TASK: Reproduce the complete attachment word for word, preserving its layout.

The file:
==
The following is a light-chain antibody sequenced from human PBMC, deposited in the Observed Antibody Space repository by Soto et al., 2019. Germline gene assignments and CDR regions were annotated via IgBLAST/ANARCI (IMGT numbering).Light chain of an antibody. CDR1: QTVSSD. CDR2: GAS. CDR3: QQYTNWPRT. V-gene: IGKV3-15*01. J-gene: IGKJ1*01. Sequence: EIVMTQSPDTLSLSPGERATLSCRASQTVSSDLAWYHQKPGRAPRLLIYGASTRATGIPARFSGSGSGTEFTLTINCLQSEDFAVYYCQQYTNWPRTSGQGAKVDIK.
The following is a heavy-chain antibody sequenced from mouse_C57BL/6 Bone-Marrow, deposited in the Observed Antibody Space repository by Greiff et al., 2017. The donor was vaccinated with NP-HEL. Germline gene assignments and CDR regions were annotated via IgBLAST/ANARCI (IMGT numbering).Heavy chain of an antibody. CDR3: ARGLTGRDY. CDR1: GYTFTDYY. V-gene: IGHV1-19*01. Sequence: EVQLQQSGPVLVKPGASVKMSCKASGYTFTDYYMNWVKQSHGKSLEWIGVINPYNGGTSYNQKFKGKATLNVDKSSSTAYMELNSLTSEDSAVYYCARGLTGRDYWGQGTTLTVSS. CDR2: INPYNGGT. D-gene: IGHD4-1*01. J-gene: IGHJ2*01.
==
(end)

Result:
The following is a light-chain antibody sequenced from human PBMC, deposited in the Observed Antibody Space repository by Soto et al., 2019. Germline gene assignments and CDR regions were annotated via IgBLAST/ANARCI (IMGT numbering).Light chain of an antibody. CDR1: QTVSSD. CDR2: GAS. CDR3: QQYTNWPRT. V-gene: IGKV3-15*01. J-gene: IGKJ1*01. Sequence: EIVMTQSPDTLSLSPGERATLSCRASQTVSSDLAWYHQKPGRAPRLLIYGASTRATGIPARFSGSGSGTEFTLTINCLQSEDFAVYYCQQYTNWPRTSGQGAKVDIK.
The following is a heavy-chain antibody sequenced from mouse_C57BL/6 Bone-Marrow, deposited in the Observed Antibody Space repository by Greiff et al., 2017. The donor was vaccinated with NP-HEL. Germline gene assignments and CDR regions were annotated via IgBLAST/ANARCI (IMGT numbering).Heavy chain of an antibody. CDR3: ARGLTGRDY. CDR1: GYTFTDYY. V-gene: IGHV1-19*01. Sequence: EVQLQQSGPVLVKPGASVKMSCKASGYTFTDYYMNWVKQSHGKSLEWIGVINPYNGGTSYNQKFKGKATLNVDKSSSTAYMELNSLTSEDSAVYYCARGLTGRDYWGQGTTLTVSS. CDR2: INPYNGGT. D-gene: IGHD4-1*01. J-gene: IGHJ2*01.